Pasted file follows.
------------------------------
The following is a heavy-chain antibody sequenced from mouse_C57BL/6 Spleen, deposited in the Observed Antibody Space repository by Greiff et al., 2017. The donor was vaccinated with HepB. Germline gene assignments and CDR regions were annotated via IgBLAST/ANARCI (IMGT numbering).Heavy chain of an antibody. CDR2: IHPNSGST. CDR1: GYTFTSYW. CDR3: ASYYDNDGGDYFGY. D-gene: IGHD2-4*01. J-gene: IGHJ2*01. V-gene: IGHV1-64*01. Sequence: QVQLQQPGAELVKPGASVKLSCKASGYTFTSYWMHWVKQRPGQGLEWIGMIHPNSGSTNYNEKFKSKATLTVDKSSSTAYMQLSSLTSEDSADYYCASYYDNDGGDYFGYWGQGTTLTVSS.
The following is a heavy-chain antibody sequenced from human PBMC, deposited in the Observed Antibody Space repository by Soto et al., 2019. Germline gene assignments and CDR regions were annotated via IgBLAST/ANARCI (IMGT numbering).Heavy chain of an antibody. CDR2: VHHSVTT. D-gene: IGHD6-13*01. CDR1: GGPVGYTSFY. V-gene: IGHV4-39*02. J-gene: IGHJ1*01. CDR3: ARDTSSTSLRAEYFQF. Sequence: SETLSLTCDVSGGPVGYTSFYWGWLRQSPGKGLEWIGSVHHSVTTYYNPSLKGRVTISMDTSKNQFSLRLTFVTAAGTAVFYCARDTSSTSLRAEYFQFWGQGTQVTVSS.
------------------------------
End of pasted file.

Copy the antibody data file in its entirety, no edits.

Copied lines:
The following is a heavy-chain antibody sequenced from mouse_C57BL/6 Spleen, deposited in the Observed Antibody Space repository by Greiff et al., 2017. The donor was vaccinated with HepB. Germline gene assignments and CDR regions were annotated via IgBLAST/ANARCI (IMGT numbering).Heavy chain of an antibody. CDR2: IHPNSGST. CDR1: GYTFTSYW. CDR3: ASYYDNDGGDYFGY. D-gene: IGHD2-4*01. J-gene: IGHJ2*01. V-gene: IGHV1-64*01. Sequence: QVQLQQPGAELVKPGASVKLSCKASGYTFTSYWMHWVKQRPGQGLEWIGMIHPNSGSTNYNEKFKSKATLTVDKSSSTAYMQLSSLTSEDSADYYCASYYDNDGGDYFGYWGQGTTLTVSS.
The following is a heavy-chain antibody sequenced from human PBMC, deposited in the Observed Antibody Space repository by Soto et al., 2019. Germline gene assignments and CDR regions were annotated via IgBLAST/ANARCI (IMGT numbering).Heavy chain of an antibody. CDR2: VHHSVTT. D-gene: IGHD6-13*01. CDR1: GGPVGYTSFY. V-gene: IGHV4-39*02. J-gene: IGHJ1*01. CDR3: ARDTSSTSLRAEYFQF. Sequence: SETLSLTCDVSGGPVGYTSFYWGWLRQSPGKGLEWIGSVHHSVTTYYNPSLKGRVTISMDTSKNQFSLRLTFVTAAGTAVFYCARDTSSTSLRAEYFQFWGQGTQVTVSS.